NY bathers splash into new year with ocean swim
Published 12:00 am Friday, January 3, 2014
NEW YORK (AP) — Hundreds of brave bathers rang in 2014 with a plunge into the icy ocean off Coney Island.
Members of the Coney Island Polar Bear and Ice Breakers clubs and other hardy swimmers stripped down to their trunks or dressed in costumes on Wednesday for the annual New Year’s Day splash.
Some people hit the surf dressed only in bikinis or briefs. A group of guys wore bow ties and top hats and had a tea party, and others waved giant American flags. Temperatures outside were in the low 30s. People screamed at the shock of the cold water.
Polar Bear club president Dennis Thomas, whose club has hosted the annual dip since 1903, said it was a perfect day for a swim.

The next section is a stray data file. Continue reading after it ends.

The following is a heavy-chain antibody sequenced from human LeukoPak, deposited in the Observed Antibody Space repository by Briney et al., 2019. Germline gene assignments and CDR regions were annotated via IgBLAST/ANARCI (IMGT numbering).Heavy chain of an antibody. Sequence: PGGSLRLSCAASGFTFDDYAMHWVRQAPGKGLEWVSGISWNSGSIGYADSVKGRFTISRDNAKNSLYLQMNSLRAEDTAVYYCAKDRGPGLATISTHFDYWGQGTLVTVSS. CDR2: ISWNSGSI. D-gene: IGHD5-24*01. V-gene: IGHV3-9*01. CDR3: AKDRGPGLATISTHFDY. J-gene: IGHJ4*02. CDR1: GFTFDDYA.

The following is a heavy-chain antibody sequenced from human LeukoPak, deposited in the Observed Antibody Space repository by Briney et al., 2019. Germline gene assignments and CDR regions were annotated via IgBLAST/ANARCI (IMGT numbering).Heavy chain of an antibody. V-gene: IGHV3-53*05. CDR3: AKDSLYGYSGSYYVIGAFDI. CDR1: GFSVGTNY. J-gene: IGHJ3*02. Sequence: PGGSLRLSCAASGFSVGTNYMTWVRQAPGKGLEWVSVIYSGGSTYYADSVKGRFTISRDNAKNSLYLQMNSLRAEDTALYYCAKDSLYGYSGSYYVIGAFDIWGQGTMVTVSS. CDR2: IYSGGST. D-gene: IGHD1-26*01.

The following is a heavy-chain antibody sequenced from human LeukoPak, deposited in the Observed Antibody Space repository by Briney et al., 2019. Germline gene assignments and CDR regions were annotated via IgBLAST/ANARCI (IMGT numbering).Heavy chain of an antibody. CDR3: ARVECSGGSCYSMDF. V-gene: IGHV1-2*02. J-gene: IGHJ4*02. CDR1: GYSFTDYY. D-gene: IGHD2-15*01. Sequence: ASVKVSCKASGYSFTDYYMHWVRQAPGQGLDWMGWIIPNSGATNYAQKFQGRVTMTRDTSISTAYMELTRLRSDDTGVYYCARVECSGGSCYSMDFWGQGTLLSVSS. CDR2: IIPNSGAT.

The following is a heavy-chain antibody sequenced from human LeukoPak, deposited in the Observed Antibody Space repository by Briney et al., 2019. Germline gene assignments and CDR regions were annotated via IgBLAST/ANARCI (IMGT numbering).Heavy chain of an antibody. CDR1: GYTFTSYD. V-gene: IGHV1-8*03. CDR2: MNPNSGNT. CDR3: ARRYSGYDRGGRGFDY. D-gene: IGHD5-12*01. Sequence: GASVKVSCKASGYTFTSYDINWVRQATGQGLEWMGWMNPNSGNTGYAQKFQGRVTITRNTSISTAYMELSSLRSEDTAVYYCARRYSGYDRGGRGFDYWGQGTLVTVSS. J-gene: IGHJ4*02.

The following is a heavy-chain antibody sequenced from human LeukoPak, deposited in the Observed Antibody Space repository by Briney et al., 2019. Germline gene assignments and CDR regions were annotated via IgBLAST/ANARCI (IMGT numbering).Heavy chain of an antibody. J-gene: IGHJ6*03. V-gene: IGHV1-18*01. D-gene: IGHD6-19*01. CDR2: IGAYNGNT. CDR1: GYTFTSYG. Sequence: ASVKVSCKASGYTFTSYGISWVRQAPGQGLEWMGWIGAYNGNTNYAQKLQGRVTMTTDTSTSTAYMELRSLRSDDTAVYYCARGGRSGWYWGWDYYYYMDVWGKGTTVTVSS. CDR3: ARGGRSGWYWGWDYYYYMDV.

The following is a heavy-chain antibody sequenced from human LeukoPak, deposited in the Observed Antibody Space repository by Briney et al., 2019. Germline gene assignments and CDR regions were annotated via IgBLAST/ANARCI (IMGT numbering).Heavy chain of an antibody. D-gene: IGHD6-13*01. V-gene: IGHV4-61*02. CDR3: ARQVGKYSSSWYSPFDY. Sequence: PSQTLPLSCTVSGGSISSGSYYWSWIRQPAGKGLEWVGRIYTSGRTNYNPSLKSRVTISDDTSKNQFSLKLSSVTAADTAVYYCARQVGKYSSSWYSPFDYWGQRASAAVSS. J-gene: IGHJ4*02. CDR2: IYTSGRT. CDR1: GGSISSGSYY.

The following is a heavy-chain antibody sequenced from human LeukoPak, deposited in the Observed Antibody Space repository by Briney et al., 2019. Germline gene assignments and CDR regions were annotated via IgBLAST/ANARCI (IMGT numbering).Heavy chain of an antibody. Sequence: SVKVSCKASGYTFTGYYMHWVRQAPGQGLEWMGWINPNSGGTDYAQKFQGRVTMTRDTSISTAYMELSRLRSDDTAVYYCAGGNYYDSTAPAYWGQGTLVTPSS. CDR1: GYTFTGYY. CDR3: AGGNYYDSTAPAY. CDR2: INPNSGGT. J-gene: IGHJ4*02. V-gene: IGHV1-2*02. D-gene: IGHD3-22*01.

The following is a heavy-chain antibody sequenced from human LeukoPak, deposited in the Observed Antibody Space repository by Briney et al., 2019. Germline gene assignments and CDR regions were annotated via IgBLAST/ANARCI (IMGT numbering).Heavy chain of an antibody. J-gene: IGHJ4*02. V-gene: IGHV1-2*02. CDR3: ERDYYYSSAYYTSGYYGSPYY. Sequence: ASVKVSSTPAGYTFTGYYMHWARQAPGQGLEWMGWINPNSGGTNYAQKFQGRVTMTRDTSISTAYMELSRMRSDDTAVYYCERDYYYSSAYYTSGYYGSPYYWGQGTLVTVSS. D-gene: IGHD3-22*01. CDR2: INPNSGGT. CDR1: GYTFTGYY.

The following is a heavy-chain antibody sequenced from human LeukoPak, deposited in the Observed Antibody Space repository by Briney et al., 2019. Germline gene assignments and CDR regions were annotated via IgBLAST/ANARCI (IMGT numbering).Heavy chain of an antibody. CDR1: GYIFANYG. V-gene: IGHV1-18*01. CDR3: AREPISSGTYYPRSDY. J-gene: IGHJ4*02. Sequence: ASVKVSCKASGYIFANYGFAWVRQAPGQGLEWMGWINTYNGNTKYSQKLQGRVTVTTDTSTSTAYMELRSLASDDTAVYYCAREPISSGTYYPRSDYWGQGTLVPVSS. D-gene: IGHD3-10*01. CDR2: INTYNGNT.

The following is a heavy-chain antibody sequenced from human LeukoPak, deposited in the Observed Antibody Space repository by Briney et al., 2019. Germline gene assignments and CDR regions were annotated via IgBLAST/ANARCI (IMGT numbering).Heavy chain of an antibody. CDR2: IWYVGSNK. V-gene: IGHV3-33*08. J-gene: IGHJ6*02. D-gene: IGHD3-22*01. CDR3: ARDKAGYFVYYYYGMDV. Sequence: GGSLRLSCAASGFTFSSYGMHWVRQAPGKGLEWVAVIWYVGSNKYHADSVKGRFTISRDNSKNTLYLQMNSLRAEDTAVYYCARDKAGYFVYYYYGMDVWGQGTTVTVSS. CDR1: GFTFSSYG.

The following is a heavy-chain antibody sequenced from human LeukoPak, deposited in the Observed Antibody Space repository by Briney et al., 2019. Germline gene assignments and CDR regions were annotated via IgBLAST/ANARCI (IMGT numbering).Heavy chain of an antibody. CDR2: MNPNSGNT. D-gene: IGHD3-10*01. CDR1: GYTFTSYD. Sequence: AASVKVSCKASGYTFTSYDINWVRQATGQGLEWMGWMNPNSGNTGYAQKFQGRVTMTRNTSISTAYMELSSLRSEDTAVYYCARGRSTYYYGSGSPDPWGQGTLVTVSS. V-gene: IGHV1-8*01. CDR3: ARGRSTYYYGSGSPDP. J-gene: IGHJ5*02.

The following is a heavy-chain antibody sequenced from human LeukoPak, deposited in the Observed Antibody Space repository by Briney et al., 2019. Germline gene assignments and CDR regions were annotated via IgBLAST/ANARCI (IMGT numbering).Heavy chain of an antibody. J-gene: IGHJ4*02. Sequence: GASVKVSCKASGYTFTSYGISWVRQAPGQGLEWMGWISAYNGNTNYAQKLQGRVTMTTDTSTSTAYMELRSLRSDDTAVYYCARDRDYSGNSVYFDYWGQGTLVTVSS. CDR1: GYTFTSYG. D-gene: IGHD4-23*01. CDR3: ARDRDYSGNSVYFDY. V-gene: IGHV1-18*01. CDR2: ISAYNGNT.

“It was a glorious beach day,” he said. “New York City beaches are great even in the winter. We love being out in it.”
Thomas has been a member for more than 30 years and has done countless swims. Others, though, were jumping in for the first time.
Michael Haltman and his 17-year-old son, Cory Haltman, took the plunge to raise awareness for the bone marrow donation registry. His 23-year-old daughter, Samantha Haltman, is donating bone marrow to a patient struggling with blood cancer, and they wanted to show support.
The water was a shock — Haltman said he felt it was difficult to breathe.
“I wore a winter coat until it was time to go, but others were out there for an hour and a half only in bikinis,” Haltman said. “Parts of my body are still re-emerging. The sun wasn’t out. It was freezing. Water temperature wasn’t much warmer.”
The Polar Bear club swim raises money for Camp Sunshine, a camp for children with life-threatening illnesses. The club hosts swims weekly during the winter months.
Just east of Coney Island at Brighton Beach, the Ice Breakers plunged into the Atlantic. The group has 14 members over the age of 70, including 90-year-old Michael Friedman. The group is a loose membership of eager winter swimmers who raise awareness for environmental issues.